Gonzalez said the couple had to let three of the four employees at her husband’s “very small” commercial and residential landscaping company leave. Some hotel guests whose rooms were vacant did not pay for months of work.
When one of their business trucks broke down, they used the truck their son had bought with savings on Christmas and birthday presents. They tried to get a loan of $ 25,000 to $ 30,000 under the Payment Protection Program, but they couldn’t get through the paperwork.
Last week, Biden extended the deadline for applying for paycheck protection loans to May 31.
Gonzalez said she and her husband would reapply, expecting the worst. She, too, expressed her reluctance to take the money.
“People painted Latinos like people with their hands,” she said. “There are a lot of Latinos who will do everything in their power not to go to the document.”
Paycheck Protection Loans can make a difference in rebuilding Latin American wealth.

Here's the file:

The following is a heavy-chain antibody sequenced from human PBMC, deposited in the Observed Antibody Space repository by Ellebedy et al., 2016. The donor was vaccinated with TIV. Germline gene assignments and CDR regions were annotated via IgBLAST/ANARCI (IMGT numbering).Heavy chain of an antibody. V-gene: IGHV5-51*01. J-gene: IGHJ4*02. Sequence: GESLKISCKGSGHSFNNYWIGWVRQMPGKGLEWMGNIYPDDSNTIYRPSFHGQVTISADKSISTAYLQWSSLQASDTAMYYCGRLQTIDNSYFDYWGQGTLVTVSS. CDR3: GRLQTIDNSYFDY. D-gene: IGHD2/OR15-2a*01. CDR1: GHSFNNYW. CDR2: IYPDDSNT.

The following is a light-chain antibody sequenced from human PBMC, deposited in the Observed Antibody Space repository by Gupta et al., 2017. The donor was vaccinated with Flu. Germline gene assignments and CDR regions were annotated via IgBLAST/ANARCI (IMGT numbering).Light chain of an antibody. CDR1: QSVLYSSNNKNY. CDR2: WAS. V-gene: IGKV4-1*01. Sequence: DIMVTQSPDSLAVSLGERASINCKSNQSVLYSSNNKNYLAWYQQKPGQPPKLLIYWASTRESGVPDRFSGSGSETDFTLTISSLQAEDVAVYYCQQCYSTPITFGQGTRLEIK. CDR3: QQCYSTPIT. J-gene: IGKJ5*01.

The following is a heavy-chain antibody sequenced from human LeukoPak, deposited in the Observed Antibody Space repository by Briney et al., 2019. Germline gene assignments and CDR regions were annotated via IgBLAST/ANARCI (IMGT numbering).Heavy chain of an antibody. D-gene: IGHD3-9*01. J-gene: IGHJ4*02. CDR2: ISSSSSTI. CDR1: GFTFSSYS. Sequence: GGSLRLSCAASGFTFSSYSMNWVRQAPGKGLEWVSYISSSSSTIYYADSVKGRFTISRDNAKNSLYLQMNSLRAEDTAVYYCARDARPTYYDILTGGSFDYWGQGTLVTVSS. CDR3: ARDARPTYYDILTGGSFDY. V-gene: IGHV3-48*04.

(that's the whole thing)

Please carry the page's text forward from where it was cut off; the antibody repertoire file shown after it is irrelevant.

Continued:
Juan Proaño, founder of Plus Three, a tech company that helps nonprofits, said the company lost more than 30% of its revenue in the second quarter of last year due to the pandemic.
He couldn’t get a paycheck protection loan from Bank of America, his bank, despite three attempts. He eventually got a loan through PayPal’s lender program.
“The money is available, but people have to use it”
And that’s the challenge, making Latinos know what they’re entitled to, despite cultural hesitations and ways they can disqualify themselves, Castro said.
Ramiro Cavazos, president and CEO of the Hispanic American Chamber of Commerce, said the organization has distributed grants to many Hispanic chambers across the country. The grants were then given to companies owned by Latin Americans. The chamber is also trying to help businesses get the money they have available under the paycheck protection program.
“We are a community that believes in returns,” Cavazos said. “It’s part of our DNA as a community.”
Castro suggested mobilizing students, churches, Latin American groups, and employers with large Latin American workforces to ensure Latinos get the money they are owed.
“It’s kind of like the immunization program,” Castro said. “The vaccine is out there, the money is out there, but people have to use it or it doesn’t work.”